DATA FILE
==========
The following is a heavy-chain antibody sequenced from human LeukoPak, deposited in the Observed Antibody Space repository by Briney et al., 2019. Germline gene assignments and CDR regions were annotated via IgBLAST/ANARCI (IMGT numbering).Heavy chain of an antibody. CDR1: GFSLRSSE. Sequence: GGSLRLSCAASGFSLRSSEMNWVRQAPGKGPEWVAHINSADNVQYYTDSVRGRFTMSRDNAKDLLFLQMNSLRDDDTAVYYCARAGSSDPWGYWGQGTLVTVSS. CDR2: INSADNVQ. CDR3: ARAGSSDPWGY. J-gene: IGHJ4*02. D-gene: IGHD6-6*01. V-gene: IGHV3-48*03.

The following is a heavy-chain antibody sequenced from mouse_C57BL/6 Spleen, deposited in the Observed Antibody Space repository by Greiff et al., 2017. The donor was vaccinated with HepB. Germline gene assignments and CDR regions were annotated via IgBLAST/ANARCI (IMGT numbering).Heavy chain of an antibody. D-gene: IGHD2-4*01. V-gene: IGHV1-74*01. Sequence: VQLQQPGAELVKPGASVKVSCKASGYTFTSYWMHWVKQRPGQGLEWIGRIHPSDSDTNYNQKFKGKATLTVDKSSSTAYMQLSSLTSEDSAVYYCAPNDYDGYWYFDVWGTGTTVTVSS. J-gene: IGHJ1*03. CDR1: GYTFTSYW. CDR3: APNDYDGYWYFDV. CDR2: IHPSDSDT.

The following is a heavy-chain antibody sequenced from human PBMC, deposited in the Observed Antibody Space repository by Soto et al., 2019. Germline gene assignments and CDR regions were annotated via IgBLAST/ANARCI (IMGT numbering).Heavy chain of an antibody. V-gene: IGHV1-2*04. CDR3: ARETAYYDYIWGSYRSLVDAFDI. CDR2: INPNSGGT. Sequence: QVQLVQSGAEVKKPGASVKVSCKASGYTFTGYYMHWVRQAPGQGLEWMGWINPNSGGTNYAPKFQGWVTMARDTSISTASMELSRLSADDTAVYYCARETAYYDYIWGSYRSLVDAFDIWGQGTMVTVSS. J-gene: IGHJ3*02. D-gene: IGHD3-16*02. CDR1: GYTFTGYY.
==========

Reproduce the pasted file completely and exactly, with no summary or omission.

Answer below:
The following is a heavy-chain antibody sequenced from human LeukoPak, deposited in the Observed Antibody Space repository by Briney et al., 2019. Germline gene assignments and CDR regions were annotated via IgBLAST/ANARCI (IMGT numbering).Heavy chain of an antibody. CDR1: GFSLRSSE. Sequence: GGSLRLSCAASGFSLRSSEMNWVRQAPGKGPEWVAHINSADNVQYYTDSVRGRFTMSRDNAKDLLFLQMNSLRDDDTAVYYCARAGSSDPWGYWGQGTLVTVSS. CDR2: INSADNVQ. CDR3: ARAGSSDPWGY. J-gene: IGHJ4*02. D-gene: IGHD6-6*01. V-gene: IGHV3-48*03.

The following is a heavy-chain antibody sequenced from mouse_C57BL/6 Spleen, deposited in the Observed Antibody Space repository by Greiff et al., 2017. The donor was vaccinated with HepB. Germline gene assignments and CDR regions were annotated via IgBLAST/ANARCI (IMGT numbering).Heavy chain of an antibody. D-gene: IGHD2-4*01. V-gene: IGHV1-74*01. Sequence: VQLQQPGAELVKPGASVKVSCKASGYTFTSYWMHWVKQRPGQGLEWIGRIHPSDSDTNYNQKFKGKATLTVDKSSSTAYMQLSSLTSEDSAVYYCAPNDYDGYWYFDVWGTGTTVTVSS. J-gene: IGHJ1*03. CDR1: GYTFTSYW. CDR3: APNDYDGYWYFDV. CDR2: IHPSDSDT.

The following is a heavy-chain antibody sequenced from human PBMC, deposited in the Observed Antibody Space repository by Soto et al., 2019. Germline gene assignments and CDR regions were annotated via IgBLAST/ANARCI (IMGT numbering).Heavy chain of an antibody. V-gene: IGHV1-2*04. CDR3: ARETAYYDYIWGSYRSLVDAFDI. CDR2: INPNSGGT. Sequence: QVQLVQSGAEVKKPGASVKVSCKASGYTFTGYYMHWVRQAPGQGLEWMGWINPNSGGTNYAPKFQGWVTMARDTSISTASMELSRLSADDTAVYYCARETAYYDYIWGSYRSLVDAFDIWGQGTMVTVSS. J-gene: IGHJ3*02. D-gene: IGHD3-16*02. CDR1: GYTFTGYY.